These traders typically act as trading agents for institutional clients. They transfer and search for securities between various brokerages and clients. Agency traders often spread their buying to acquire a particular number of shares at a favourable price for their clients. This agent usually charges its client a predominant fee for its services. In agency trading, the trader takes a client's transaction request and finds another party who wants a similar transaction on the opposite end.
For example, if their client's request is to sell shares at $50,000, agent traders seek a buyer willing to buy shares at $50,000. Managers of mutual funds and hedge funds are typically agency traders because they invest on behalf of clients.
Proprietary trading (prop trading)
Proprietor traders don't trade on behalf of investment clients. These individuals are often in charge of trading a financial firm's money. Prop trading can occur when a brokerage buys a security in the secondary market and holds it for a period before selling them. The goal of this trading is to enable stockbroking firms to benefit from price appreciation and create profit for their portfolio. For example, a principal trader at a mortgage bank can engage in trading in the forex market to maximize the value of the bank's capital.
Before individuals engage in principal trading, they often inform the exchange at which a stock transaction may take place. This can help the process of trade regulation for large orders and ensure that regular investors are free from unethical trading practices.
Flow traders are a hybrid between a principal and an agent trader. They typically buy and sell securities on behalf of a firm's client, and for the firm itself. For example, if a client wants to buy shares of the stock a company wishes to sell, the flow trader can make the buy on behalf of the client. By helping a company sell its shares, flow traders can also act as its agent.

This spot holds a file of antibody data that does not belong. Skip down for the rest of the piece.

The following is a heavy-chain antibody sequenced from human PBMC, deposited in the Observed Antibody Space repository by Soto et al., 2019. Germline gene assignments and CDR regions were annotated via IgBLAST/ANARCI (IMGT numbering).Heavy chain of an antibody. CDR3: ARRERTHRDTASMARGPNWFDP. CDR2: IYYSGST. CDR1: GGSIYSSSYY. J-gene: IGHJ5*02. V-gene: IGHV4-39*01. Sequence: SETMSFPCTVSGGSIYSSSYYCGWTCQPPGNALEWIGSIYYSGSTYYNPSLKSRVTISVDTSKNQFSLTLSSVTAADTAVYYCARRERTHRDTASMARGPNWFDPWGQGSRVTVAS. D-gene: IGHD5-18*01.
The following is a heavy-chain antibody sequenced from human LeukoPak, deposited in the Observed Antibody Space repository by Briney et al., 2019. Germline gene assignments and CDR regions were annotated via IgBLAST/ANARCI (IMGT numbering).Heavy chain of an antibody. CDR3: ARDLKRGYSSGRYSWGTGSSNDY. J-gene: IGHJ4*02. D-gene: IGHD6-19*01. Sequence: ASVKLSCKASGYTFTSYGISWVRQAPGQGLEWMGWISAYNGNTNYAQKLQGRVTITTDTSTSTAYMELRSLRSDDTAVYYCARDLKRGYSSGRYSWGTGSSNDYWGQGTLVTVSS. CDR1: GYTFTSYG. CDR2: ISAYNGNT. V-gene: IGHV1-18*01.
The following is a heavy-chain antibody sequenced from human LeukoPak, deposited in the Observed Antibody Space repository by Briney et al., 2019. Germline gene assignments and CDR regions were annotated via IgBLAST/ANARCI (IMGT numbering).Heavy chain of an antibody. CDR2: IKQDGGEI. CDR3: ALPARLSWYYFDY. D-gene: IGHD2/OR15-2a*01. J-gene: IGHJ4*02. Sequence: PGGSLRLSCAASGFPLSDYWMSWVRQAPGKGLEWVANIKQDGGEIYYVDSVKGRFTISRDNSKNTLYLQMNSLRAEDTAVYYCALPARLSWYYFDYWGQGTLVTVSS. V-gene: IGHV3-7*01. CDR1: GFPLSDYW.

What securities do trading and sales professionals sell?
Investment banks usually differentiate trading and sales professionals with the securities they trade. Here are the various securities that these professionals trade:
Financial derivatives include option call-put, future contracts, collateral debt obligations, and debt securities. The value of another asset usually determines the price of these financial instruments. This means that the underlying asset can, in principle, be any other product, such as interest rate, commodity, or foreign currency. Traders typically trade these derivatives separately. They often break down the stock data of financial derivatives into assets and liabilities.
Related: Guide: How to Become a Stockbroker
This is a debt instrument issued by a government, firm, or entity to finance and expand its operations. Fixed-income securities typically offer investors a return as fixed periodic payments and the eventual return of their principal at maturity. For most investors, this security is a low-risk way to generate a steady flow of income.
Equity security is a share of ownership in a company, trust, or partnership. They're usually shares of common stock. This security often entitles the holder to some control of the firm via voting rights. It also entitles its holders to dividends. This means the holders can make a profit from capital gains when they sell it.
Salary figures reflect data listed on Indeed Salaries at time of writing. Salaries may vary depending on the hiring organization and a candidate's experience, academic background, and location.